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How does sex addiction start? Part 2

Last week we took a look at why sex addiction may start and how opportunity plays an important role in this development. This week we will explore how trauma also contributes to addiction.

There are many different types of trauma varying from a lack of nurturing in childhood to incidents of abuse or experiencing an assault. Trauma is complex and if you want to know more, there is lots of research and reading available, but here I’ll be discussing trauma in relation to sex addiction. Primarily what I call capital ‘T’ Traumas – the ones the body cannot forget. Traumas that make people fear for their survival and can result in long-term anxiety and hyper-vigilance.

There are many different types of abuse. Physical abuse in childhood can damage a person’s ability to trust. They learn to protect themselves by pushing people away rather than learning how to have healthy relationships. In this case, sex can be used as a means of forgetting that pain or receiving some much deserved physical comfort.  Emotional abuse in childhood, either from a parent or peers, can cause low self-esteem and deep feelings of shame. And when that leads to feeling isolated and alone, a child can fear for their survival.  Someone with sex addiction may use sex to soothe these emotions.

Sexual abuse is one of the most difficult forms of abuse to identify and address. Particularly if the abuse has been subtle. It is important to note that any behaviour that results in a child being coerced into anything sexual is abuse, such as viewing pornography. Many victims of sexual abuse feel so much shame that they may minimise or even deny the abuse happened all together. It is often these smaller, but nonetheless unacceptable incidents of sexual abuse that causes damaging sexual expression in adulthood.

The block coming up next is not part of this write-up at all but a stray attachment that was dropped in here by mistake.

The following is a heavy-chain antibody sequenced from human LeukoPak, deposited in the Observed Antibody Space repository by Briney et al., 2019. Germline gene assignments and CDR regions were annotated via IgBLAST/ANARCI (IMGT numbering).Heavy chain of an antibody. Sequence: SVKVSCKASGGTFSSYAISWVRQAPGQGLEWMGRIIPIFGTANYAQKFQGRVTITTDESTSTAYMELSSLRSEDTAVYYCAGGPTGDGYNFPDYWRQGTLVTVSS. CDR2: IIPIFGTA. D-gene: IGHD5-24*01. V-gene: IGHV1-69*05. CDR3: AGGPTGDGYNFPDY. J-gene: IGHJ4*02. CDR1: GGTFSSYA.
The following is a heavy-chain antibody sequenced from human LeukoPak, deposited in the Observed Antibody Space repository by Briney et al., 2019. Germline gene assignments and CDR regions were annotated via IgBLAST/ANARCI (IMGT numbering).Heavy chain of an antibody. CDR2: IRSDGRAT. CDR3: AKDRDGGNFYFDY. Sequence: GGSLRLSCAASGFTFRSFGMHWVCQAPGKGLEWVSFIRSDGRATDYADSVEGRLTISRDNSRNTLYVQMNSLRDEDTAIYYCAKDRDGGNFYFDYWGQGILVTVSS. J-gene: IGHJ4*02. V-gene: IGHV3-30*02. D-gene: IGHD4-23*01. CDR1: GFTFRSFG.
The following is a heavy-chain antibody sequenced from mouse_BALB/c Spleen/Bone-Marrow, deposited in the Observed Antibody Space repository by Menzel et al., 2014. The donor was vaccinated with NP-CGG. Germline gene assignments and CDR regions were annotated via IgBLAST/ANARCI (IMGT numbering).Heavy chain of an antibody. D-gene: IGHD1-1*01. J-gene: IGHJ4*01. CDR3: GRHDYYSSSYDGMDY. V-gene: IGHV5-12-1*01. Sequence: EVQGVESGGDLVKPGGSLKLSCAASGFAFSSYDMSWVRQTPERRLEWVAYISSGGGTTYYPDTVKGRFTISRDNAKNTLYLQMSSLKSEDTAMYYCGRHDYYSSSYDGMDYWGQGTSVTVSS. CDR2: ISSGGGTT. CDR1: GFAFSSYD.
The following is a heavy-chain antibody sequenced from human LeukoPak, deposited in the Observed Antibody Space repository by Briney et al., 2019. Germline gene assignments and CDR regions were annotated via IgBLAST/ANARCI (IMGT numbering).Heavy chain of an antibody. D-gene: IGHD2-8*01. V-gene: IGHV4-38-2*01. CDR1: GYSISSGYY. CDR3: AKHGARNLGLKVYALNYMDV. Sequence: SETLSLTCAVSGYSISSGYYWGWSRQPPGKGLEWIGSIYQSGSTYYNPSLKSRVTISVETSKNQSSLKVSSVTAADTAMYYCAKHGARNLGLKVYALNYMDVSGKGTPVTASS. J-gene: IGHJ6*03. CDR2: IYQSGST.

Some sex addicts also report having experienced an assaulted. An assault is categorised as an isolated incident of extreme abuse which is usually violent. In my survey, 16% of addicts have been physically or sexually assaulted and they are often left terrified and shocked by the incident or they may have learnt to cope by normalising the behaviour or even justifying it. The latter often being the case if the victim has previously suffered from abuse. In this case, someone with sex addiction may use sex to manage the emotional impact of the experience and soothe the physical memory of it.

There are also other prominent shocks to the system that can prove a contributing factor to addiction. For example, bereavement, and especially if a loved one has been lost prematurely and/or suddenly. In my survey, 21% of addicts suffered from such a bereavement. Other examples of these shocks to the system are perhaps a sudden disability to oneself or a loved one or being a witness to domestic violence.

The impact of trauma is often hard to acknowledge if a victim has been using sex to soothe their pain. Sex can become a means of survival rather than a way of achieving pleasure. They may feel a tremendous amount of anger – at their aggressor, at the situation or even themselves. Research has even indicated that some forms of abuse can lead to types of sexual fetishes. What is clear is that trauma has a direct effect on our brains and our ability to form healthy relationships in adulthood. For more detail, please refer to page 45 of my book ‘Understanding and Treating Sex Addiction.’

Next time, we will take a look at how attachment issues can cause sex addiction.

 

How does sex addiction start?

Now we have taken a look at how sex addiction starts in terms of opportunity-induced addiction and trauma-induced addiction. In

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